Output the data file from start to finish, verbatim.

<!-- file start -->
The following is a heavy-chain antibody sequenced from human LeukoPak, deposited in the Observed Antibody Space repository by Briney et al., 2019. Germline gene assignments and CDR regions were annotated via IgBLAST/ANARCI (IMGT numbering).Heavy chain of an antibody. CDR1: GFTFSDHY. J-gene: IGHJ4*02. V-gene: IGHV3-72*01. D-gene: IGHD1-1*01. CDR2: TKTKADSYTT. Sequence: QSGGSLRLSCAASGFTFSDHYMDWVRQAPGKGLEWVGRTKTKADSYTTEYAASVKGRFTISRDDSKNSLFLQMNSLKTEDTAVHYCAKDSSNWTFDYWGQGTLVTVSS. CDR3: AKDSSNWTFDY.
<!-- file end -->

The following is a heavy-chain antibody sequenced from human LeukoPak, deposited in the Observed Antibody Space repository by Briney et al., 2019. Germline gene assignments and CDR regions were annotated via IgBLAST/ANARCI (IMGT numbering).Heavy chain of an antibody. CDR1: GFTFSDHY. J-gene: IGHJ4*02. V-gene: IGHV3-72*01. D-gene: IGHD1-1*01. CDR2: TKTKADSYTT. Sequence: QSGGSLRLSCAASGFTFSDHYMDWVRQAPGKGLEWVGRTKTKADSYTTEYAASVKGRFTISRDDSKNSLFLQMNSLKTEDTAVHYCAKDSSNWTFDYWGQGTLVTVSS. CDR3: AKDSSNWTFDY.